The Cuticchios are a notorious family of “pupari” in Palermo, keeping alive the tradition of Sicilian puppetry with love and artistic endurance.
Their love is for the ‘cunto’, the art of telling the stories of the Paladins of France dating back to the time of jesters and troubadours during the Middle Ages. In the first half of the 1800s, the warriors of Charlemagne’s court inspired the ‘pupi’ – from the Latin ‘pupus’, meaning “child” –, the very popular puppets that took over Southern Italy for decades of fun and fantastic theatrical shows. The Opera dei Pupi reached the height of success between 1840 and 1890.
The Cuticchios’ endurance is what allowed them to face the crisis suffered by the genre, after television started its unstoppable ascent in the 1950s, and began conquering the imagination of the Italian audience. People stopped crowding around traveling theaters, and started sitting in front of their screens at home.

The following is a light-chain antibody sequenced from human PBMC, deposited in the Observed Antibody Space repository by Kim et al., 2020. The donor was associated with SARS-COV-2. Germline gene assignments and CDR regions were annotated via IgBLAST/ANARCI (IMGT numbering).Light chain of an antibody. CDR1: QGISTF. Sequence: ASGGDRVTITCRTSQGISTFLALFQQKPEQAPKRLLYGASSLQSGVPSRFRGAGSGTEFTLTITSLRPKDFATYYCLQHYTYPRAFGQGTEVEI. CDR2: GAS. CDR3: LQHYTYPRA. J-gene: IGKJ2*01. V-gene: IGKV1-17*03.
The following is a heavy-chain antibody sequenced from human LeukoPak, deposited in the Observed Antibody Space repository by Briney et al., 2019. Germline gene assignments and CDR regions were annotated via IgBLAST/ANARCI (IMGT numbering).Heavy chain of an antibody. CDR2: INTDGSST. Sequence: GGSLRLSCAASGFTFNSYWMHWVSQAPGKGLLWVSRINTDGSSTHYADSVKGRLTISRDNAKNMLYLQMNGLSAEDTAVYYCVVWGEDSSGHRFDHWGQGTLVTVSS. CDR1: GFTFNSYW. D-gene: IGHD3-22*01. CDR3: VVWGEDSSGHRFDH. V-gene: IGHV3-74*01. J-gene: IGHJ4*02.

Even then, Giacomo Cuticchio refused to give up and kept performing with his wooden creatures, evening after evening, all over Sicily until 1969. He overcame some extremely hard times. His son Mimmo opened the Teatro dei Pupi Santa Rosalia, in Palermo, in 1973, and founded the Associazione Figli d’arte Cuticchio in 1977; today, he continues to tell a timeless story of love and endurance in his father’s name… making the history of a family that deserves its own romantic epic.